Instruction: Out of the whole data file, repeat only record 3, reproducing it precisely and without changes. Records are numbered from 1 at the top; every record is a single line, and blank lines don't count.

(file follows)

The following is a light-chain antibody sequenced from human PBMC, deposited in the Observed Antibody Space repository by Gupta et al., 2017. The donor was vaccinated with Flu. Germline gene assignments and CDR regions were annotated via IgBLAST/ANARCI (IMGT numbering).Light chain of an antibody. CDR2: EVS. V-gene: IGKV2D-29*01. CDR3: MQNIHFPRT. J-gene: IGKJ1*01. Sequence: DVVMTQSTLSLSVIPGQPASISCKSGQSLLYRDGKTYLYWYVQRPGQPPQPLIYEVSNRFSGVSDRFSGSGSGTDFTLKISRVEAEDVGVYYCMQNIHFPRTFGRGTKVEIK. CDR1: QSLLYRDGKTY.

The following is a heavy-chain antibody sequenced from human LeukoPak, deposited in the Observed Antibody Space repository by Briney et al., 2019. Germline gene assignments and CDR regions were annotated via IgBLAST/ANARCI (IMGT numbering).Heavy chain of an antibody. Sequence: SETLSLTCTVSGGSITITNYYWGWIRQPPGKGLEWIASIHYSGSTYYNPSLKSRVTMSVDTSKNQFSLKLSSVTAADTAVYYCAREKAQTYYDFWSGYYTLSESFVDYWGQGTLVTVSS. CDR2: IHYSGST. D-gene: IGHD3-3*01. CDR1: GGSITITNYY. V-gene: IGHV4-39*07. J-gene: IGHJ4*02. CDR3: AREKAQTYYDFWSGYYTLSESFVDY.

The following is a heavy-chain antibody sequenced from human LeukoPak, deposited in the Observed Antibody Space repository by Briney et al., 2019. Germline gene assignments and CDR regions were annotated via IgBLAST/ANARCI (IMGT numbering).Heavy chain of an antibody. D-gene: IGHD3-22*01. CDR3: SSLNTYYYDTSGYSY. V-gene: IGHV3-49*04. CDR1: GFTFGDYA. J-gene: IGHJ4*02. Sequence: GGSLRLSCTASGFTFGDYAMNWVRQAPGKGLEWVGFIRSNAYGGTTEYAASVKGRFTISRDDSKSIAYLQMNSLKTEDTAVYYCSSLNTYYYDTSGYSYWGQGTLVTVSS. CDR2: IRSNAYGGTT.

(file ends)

The following is a heavy-chain antibody sequenced from human LeukoPak, deposited in the Observed Antibody Space repository by Briney et al., 2019. Germline gene assignments and CDR regions were annotated via IgBLAST/ANARCI (IMGT numbering).Heavy chain of an antibody. D-gene: IGHD3-22*01. CDR3: SSLNTYYYDTSGYSY. V-gene: IGHV3-49*04. CDR1: GFTFGDYA. J-gene: IGHJ4*02. Sequence: GGSLRLSCTASGFTFGDYAMNWVRQAPGKGLEWVGFIRSNAYGGTTEYAASVKGRFTISRDDSKSIAYLQMNSLKTEDTAVYYCSSLNTYYYDTSGYSYWGQGTLVTVSS. CDR2: IRSNAYGGTT.